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Home ›Studies› The birth of children's editions: the example of Jules Hetzel
Title: Jules Hetzel.
Author : HUGO Charles (1826 - 1871)
Dimensions: Height 95 - Width 73
Technique and other indications: Salted paper proof circa 1852/1853.
Storage location: Orsay Museum website
Contact copyright: © Photo RMN-Grand Palais - H. Lewandowskisite web
Picture reference: 98-001971 / Pho1986-123-138
© Photo RMN-Grand Palais - H. Lewandowski
Publication date: July 2007
The situation of children's books at the beginning of the 19th centurye
We are witnessing the XIXe century, to the development of primary education, thanks to the Guizot law of 1833 and then above all to the Jules Ferry laws in the 1880s. While education is still largely done at home, primary school is developing.
This development fosters the growth of an important new readership, that of children, and will not be without consequences for literature and publishing. This last domain will make the fortune of Hachette editions.
At first, if we recognize the specific needs of the child, we try above all to impose a conventional moral code on him, through didactic literature that emphasizes gentleness towards animals, courage, honesty. , fidelity and especially family solidarity. The works are grouped into different categories according to their content and whether they are illustrated or not: moral works with illustrated frontispieces, illustrated alphabet books, images of Epinal or abstracts, agendas, atlases and encyclopedia of knowledge. Children's books also benefit from the development of illustrative techniques.
But illustrated works are often not very educational, educational works remain poor in illustrations and illustrated and educational works, with rare exceptions, are rarely entertaining. Among the men who will renew the children's book is Jules Hetzel.
Jules Hetzel, the Hugo family and photography
Jules Hetzel truly binds with Victor Hugo in 1851, during their exile in Brussels. After the reestablishment of the Empire following the coup d'etat of December 2, 1851, the two men were in fact wanted for their Republican positions at the time of the events. A long friendship and a fruitful collaboration began, as Hetzel edited several of the writer's works (The punishments, Contemplations), also pushing him to write a text for children.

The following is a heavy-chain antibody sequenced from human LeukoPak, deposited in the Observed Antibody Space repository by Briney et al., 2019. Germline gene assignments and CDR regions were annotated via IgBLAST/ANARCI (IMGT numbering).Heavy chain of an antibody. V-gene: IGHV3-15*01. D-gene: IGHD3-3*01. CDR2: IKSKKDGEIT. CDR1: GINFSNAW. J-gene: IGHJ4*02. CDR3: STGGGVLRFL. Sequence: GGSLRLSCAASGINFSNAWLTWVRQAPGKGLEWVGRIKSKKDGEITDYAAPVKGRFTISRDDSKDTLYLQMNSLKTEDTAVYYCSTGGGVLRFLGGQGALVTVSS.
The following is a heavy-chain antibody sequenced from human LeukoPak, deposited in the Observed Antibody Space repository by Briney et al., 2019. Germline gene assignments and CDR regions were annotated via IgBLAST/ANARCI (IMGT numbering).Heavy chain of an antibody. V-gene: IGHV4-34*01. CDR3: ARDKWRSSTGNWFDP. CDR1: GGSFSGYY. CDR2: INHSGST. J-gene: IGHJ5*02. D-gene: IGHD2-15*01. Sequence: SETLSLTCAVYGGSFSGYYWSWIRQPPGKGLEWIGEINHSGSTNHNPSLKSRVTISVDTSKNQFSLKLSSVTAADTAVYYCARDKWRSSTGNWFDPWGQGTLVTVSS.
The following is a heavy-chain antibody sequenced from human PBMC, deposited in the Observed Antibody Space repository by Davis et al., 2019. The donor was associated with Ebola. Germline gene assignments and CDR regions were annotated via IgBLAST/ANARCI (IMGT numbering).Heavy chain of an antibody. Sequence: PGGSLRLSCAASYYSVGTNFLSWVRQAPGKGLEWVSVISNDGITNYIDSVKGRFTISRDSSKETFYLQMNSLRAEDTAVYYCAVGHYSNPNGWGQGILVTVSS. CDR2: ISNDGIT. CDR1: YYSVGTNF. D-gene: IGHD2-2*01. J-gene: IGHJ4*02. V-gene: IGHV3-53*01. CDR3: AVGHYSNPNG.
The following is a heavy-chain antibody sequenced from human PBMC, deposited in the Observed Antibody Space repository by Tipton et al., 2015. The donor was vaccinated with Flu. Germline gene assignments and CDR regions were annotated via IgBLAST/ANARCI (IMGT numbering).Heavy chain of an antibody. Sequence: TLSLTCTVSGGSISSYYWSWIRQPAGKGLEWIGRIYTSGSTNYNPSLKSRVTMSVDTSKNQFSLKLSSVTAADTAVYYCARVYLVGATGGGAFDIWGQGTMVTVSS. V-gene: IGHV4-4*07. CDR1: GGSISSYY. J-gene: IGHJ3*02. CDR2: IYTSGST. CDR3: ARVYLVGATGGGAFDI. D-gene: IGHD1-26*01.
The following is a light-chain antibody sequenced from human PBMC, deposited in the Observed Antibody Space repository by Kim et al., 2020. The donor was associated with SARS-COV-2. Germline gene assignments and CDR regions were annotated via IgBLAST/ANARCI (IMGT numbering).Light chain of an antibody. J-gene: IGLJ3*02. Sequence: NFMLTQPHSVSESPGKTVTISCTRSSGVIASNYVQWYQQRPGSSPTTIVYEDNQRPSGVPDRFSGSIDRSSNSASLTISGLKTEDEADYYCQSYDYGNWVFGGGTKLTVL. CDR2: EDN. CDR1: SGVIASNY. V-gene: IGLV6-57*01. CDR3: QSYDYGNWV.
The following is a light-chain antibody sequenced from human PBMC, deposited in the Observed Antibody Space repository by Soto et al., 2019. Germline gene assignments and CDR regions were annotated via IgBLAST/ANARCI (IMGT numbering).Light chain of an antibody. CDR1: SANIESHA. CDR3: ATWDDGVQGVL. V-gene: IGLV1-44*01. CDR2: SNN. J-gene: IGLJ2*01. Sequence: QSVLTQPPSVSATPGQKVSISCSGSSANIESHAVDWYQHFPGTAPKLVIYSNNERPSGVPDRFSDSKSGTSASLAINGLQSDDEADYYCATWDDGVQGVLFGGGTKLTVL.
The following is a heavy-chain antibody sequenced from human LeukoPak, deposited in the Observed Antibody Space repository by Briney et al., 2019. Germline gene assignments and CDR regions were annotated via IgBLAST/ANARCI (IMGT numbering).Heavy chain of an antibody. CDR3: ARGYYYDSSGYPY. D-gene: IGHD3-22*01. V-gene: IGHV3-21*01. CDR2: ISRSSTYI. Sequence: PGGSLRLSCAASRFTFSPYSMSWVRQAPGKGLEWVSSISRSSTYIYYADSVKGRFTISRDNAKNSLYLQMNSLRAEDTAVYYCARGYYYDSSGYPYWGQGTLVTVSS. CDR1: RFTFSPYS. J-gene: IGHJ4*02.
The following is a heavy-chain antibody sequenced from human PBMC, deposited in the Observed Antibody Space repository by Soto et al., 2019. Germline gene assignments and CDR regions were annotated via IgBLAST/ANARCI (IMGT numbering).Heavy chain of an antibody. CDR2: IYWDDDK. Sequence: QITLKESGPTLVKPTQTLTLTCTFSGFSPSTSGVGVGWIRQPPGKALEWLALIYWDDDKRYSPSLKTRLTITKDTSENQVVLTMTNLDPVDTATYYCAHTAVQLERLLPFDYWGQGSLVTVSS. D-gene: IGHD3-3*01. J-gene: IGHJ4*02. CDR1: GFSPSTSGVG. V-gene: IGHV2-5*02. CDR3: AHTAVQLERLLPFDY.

Charles Hugo, one of the poet's sons, follows in his father's footsteps, also embracing the republican cause and writing. Jules Hetzel also published in 1856 his tale The pig of Saint-Antoine. In 1852, Charles embarked with his father for Jersey, where the family lived after his exile. It is there that Victor Hugo encouraged his sons and Auguste Vaquerie to open in their house, a daguerreotype workshop, then a photography on paper, for which one can rightly speak of romantic photography, in particular by virtue of the attention paid to the rendering of the inner world of the portraiture. This is where this portrait of the publisher will be taken, in those same years.
Hetzel appears in it full-length, three-quarter length, leaning on his cane, his gaze out of focus, absorbed in his thoughts. It stands out against a crumpled sheet, a particularly sober setting for the time. By its sobriety, a use of light highlighting the contrasts of the face, the natural dimension of the pose and the intimate expression of Hetzel, this photograph is reminiscent of the portraits made by Nadar at the same time, when he devoted himself to the “pantheon of contemporary artists and writers”.
Hetzel’s contribution to children's literature
First committed to the bookseller Paulin, Jules Hetzel was entrusted in 1837 with responsibility for the first 6 volumes of the Children's book, a collection of traditional tales, the first illustrated book printed with a mechanical press. From that moment, Hetzel was convinced of the importance of the childish clientele, and will not stop devoting books and magazines to it. He is thus the first to have carried out a real editorial policy in the field of children's literature.
In the first half of the XIXe, the texts recommended for the education of children are still those of the authors of the XVIIe and XVIIIe centuries. The Fables de La Fontaine were, for example, at the top of sales during this period. One of Hetzel's ambitions will therefore be to entrust the writing of texts for children to great contemporary authors, in order to constitute quality literature. He thus called upon George Sand, Alexandre Dumas, Balzac or Victor Hugo, and wrote himself under the pseudonym of P. J. Stahl.
Wishing to produce works that are both entertaining and instructive, he pays particular attention to illustration, again calling on the great names of his time such as Tony Johannot or Gustave Doré.
Thanks to him, as well as to Curmer and Hachette, the functions of publisher and bookseller became clearer. Among his main publications for children, we can cite the Extraordinary trips by Jules Verne, the Tales by Perrault illustrated by Doré, or the review The education and recreation store, carrier of secular and republican values.
- Hugo (Victor)
- Balzac (Honoré de)
- Dumas (Alexandre)
- tale (story)
- Nadar (Tournachon Gaspard-Félix, aka)
- Perrault (Charles)
- Sand (George)
- Verne (Jules)
Guglielmo CAVALLO and Roger CHARTIER (dir.), History of reading in the Western world, Paris, Seuil, 2001. Jean-Paul GOURÉVITCH, Hetzel, The good genius of books, Paris, Editions du Rocher, 2005.
To cite this article
Cécile PICHON-BONIN, "The birth of children's editions: the example of Jules Hetzel"